Browsing DLIST by Publisher "Cambridge: Cambridge University Press"
Now showing items 1-2 of 2
Knowledge acquisition and conceptual models: A Cognitive analysis of the interfaceThis item is not the definitive copy. Please use the following citation when referencing this material: Dillon, A. (1987) Knowledge acquisition and conceptual models: a cognitive analysis of the interface. In: D. Diaper and R.Winder (eds.) People and Computers III. Cambridge: Cambridge University Press, 371-379. Abstract: Understanding how users process the information available to them through the computer interface can greatly enhance our abilities to design usable systems. This paper details the results of a longitudinal psychological experiment investigating the effect of interface style on user performance, knowledge acquisition and conceptual model development. Through the use of standard performance measures, interactive error scoring and protocol analysis techniques it becomes possible to identify crucial psychological factors in successful human computer use. Results indicate that a distinction between "deep" and "shallow" knowledge of system functioning can be drawn where both types of user appear to interact identically with the machine although significant differences in their respective knowledge exists. The effect of these differences on user ability to perform under stress and transfer to similar systems is noted. Implications for the design of usable systems are discussed.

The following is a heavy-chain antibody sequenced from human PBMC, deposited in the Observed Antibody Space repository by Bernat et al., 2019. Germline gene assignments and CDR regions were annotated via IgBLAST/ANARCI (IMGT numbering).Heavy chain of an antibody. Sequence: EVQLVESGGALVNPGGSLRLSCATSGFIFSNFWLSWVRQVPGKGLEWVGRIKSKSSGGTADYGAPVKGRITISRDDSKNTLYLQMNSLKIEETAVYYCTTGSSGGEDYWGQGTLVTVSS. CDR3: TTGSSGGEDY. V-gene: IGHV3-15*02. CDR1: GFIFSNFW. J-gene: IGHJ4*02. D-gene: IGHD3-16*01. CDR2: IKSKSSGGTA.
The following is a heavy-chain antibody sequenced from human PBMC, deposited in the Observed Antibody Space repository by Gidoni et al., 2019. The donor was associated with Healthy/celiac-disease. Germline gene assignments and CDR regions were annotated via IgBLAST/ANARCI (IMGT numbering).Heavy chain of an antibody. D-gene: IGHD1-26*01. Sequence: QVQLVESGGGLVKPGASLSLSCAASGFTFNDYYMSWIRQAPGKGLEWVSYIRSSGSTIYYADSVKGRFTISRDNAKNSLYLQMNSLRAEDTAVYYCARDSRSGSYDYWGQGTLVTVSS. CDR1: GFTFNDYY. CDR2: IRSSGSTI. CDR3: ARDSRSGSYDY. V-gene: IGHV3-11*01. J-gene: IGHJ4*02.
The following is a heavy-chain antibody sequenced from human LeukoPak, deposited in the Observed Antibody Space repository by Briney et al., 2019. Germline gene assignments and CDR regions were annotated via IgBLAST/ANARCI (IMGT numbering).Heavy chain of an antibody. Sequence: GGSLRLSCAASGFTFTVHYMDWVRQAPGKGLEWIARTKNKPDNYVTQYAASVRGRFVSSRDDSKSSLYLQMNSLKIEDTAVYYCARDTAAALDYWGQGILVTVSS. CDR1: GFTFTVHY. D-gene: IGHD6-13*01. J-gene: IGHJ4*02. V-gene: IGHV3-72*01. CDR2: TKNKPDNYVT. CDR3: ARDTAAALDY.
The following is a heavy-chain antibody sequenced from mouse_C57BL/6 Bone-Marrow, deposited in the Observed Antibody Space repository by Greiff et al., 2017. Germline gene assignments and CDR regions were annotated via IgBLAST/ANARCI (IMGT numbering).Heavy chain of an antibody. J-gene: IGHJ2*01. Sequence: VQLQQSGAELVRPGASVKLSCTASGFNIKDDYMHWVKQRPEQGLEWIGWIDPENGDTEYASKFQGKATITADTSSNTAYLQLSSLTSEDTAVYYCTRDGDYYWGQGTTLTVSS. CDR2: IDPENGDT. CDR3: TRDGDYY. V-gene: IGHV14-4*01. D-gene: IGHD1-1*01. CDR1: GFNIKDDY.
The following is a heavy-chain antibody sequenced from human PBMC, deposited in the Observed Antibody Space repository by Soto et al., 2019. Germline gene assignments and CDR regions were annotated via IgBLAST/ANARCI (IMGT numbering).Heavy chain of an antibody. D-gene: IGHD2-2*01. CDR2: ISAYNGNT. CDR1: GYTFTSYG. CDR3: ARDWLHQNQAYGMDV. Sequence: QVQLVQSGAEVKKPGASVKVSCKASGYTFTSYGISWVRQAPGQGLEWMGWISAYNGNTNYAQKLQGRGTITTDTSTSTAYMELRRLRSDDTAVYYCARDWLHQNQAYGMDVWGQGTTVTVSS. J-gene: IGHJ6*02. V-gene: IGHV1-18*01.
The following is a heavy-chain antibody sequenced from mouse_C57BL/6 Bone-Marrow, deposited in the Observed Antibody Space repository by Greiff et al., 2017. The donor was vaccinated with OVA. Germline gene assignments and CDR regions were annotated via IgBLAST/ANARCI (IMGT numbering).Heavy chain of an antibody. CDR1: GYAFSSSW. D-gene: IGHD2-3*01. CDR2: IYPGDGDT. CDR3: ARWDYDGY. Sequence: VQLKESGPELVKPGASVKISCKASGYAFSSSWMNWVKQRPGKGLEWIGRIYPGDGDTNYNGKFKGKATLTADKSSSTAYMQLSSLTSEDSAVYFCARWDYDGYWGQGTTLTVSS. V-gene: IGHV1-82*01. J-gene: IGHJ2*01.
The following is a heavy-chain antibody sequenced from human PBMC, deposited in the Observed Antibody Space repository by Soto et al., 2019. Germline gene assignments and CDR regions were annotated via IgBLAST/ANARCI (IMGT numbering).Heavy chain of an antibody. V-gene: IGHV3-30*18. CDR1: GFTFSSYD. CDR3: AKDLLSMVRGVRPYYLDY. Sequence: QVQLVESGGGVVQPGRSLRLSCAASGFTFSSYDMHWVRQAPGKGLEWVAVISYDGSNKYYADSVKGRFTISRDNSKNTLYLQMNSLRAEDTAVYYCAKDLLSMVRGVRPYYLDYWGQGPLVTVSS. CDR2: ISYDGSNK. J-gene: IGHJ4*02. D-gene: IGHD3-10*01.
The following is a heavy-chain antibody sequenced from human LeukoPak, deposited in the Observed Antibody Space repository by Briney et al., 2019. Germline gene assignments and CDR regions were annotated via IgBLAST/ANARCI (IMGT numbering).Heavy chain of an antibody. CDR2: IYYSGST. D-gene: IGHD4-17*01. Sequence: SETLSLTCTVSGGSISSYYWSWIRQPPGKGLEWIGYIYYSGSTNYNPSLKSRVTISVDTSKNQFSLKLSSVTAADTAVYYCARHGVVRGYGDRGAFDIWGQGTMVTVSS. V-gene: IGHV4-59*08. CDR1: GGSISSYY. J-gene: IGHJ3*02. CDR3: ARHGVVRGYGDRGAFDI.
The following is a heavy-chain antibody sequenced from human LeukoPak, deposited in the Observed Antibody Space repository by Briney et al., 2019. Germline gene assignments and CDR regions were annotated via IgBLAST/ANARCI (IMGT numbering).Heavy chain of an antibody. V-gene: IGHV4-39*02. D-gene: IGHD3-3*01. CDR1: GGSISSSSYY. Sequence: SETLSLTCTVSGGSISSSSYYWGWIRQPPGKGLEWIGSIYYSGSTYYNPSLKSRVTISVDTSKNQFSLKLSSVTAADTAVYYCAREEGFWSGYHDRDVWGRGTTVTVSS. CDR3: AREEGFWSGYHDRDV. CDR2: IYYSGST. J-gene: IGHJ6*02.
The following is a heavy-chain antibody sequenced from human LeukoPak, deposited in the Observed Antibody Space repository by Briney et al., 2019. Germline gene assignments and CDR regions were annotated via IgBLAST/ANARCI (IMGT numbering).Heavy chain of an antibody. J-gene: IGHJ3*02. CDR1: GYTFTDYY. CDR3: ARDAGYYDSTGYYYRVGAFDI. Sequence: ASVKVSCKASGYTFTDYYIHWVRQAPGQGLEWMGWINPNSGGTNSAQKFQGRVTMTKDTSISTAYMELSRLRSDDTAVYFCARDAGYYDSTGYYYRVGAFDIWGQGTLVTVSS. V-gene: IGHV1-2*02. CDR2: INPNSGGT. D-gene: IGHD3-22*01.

A Survey of usability evaluation practices and requirements in the European IT industryThis item is not the definitive copy. Please use the following citation when referencing this material: Dillon, A., Sweeney, M. and Maguire, M. (1993) A survey of usability evaluation practices and requirements in the European IT industry. In. J. Alty, S. Guest and D. Diaper (eds.) HCI'93. People and Computers VII. Cambridge: Cambridge University Press. Abstract: The present paper reports on a survey of current practices in usability engineering and requirements for support within European I.T. organisations. Responses were obtained from 84 individuals working in nine European countries. The data were analysed in terms of four themes: respondents' background, their interpretation and appreciation of the concept of usability, current practice with regard to usability evaluation, problems and requirements for support in conducting usability evaluation. Results suggest widespread awareness but only superficial application of Human Factors methods in Industry.